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Saturday, November 18, 2017

Book Review: Always Gray in Winter by Mark J. Engels

This is a fun action tale.
Always Gray In Winter
by Mark J. Engels
File Size: 723 KB
Print Length: 219 pages
Publisher: Thurston Howl Publications (October 1, 2017)
ASIN: B0763ZP2R7
Genre: Military Sci Fi
My Rating: 4.0 of 5.0

A distant daughter. A peculiar device. A family lineage full of secrets. When werecat Pawlina Katczynski finally resurfaces, her location previously unknown to anyone close to her, the reunion is short of welcomed. Instead, she finds herself thrust tooth and nail—tooth and claw—into a feud between opposing werecat clans as her family and their enemies reignite a battle that has raged for years. Always Gray in Winter invites the reader to join the feud and see if blood is truly thicker than water...

Werecat Pawlina and friends had left the service after a disastrous ambush. Lenny, her romantic interest, was traumatized by the brutal, strange attack. He isn’t aware of Pawly’s secret. Pawly was sure that she would bring more trouble on family and friends so to protect them, she took off on her own and went under the radar. She resurfaces in a battle with another young woman whose speed and agility surprise even Pawly. Several friends and her brother show up and kidnap her to get her home.

Meanwhile, her opponent, Hana, returns to her handler/”Papa”, Mawro, on ship. They are out to capture a mysterious invention that has been designed to help others of their kind – humans who appear as werecats in their aliuran form.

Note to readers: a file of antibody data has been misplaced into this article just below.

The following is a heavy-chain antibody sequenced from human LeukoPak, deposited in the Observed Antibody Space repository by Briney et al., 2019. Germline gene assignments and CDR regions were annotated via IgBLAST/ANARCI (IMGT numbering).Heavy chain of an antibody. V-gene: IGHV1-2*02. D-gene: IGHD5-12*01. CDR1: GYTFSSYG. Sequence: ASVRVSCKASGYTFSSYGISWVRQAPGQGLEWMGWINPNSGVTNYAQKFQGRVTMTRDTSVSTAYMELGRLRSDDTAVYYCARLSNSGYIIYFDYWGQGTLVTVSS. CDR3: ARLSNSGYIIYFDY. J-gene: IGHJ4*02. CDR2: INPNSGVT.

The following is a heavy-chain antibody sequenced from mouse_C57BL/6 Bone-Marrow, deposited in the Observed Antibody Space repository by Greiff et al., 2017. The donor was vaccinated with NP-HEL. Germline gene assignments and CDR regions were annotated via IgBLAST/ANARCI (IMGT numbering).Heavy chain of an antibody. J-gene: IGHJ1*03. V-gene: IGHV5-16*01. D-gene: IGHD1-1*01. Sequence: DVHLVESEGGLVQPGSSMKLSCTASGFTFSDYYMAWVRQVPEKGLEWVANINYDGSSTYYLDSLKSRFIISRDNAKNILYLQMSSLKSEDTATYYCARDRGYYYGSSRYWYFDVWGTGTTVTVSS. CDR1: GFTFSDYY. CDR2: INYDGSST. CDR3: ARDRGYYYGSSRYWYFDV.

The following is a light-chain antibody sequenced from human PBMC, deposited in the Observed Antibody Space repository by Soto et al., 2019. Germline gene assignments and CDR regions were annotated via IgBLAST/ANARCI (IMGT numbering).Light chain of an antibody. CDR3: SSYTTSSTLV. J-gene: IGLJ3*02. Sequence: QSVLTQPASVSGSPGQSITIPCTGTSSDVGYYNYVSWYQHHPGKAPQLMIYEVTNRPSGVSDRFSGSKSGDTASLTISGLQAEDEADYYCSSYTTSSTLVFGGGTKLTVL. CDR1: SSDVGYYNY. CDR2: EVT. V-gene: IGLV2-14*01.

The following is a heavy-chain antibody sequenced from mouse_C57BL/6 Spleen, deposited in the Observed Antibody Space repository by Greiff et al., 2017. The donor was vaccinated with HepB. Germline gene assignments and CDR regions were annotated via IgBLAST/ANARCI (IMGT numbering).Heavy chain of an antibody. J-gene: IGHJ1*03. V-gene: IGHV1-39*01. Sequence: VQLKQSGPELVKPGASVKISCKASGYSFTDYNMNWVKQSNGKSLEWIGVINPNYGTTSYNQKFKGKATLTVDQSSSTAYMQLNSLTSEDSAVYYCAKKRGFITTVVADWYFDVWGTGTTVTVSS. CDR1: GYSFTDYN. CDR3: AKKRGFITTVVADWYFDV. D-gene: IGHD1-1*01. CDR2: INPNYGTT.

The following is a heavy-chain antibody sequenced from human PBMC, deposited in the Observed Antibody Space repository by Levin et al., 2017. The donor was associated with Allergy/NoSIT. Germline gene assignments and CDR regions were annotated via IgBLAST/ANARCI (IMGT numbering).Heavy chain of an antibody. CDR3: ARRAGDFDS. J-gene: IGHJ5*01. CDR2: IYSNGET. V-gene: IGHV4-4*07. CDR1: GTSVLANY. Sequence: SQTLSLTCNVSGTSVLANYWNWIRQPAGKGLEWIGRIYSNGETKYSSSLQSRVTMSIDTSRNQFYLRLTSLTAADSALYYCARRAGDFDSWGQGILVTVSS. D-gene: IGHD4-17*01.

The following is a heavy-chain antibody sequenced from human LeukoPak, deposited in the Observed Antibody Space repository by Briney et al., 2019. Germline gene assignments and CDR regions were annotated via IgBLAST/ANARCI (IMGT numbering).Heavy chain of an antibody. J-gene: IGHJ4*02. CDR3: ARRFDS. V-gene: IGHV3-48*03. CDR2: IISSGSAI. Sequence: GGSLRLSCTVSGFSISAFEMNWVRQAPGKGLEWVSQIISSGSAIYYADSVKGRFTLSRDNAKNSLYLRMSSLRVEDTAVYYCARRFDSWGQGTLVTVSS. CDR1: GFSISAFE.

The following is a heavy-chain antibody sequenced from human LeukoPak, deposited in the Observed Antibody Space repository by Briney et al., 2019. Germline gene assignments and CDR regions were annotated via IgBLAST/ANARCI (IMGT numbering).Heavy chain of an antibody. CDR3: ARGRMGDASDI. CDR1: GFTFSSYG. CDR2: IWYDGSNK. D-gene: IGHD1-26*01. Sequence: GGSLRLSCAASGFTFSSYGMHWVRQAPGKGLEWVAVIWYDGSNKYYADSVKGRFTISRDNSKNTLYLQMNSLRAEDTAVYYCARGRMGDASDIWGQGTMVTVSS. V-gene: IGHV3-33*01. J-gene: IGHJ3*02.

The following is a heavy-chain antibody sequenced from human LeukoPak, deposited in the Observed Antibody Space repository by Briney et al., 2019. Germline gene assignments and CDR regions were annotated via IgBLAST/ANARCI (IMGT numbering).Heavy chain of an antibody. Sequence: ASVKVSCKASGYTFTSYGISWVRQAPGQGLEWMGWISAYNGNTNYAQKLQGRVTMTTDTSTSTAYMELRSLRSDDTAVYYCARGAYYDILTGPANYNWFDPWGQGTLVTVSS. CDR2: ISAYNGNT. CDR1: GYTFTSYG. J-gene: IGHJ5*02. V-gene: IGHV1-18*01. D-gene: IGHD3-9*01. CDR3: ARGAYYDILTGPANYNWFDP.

Pawly and her family travel to Europe to rescue their inventor relative when they hear about the attack on him. Along the way they run into two government agents, one of whom is Lenny. He is shocked and dismayed to finally see Pawly again.

Pawly’s Polish clan and Mawro’s North Korean clan clash and face off on opposite sides while trying to keep their presence a secret from the humans. They do have a few friends who have become family or work allies who help to keep the secrets.

I enjoyed the characters and the fast-paced action with fights and near escapes. There are some political and strong military elements. The story moves along well although the differences are not made totally clear. The author uses flashbacks to show the history of the two families but I still had some confusion as to the motivations.

I often listen to ebooks on my 2nd generation Kindle. The difficulty I had in this read is that there is no noticeable break between scenes. I checked the sample available at Amazon and it shows a space between the scenes. This is only reflected as a paragraph symbol for the version I read.

This did remind me of an anime, which was the intent of the author. I recommend this as a fun read to readers who like anthromorphic action sci fi.

SFM16_9HoHoHo ReadathonI received this from the publisher through NetGalley. It qualifies for my NetGalley Challenge. I read this during #hohohorat and also for #RRSciFiMonth.

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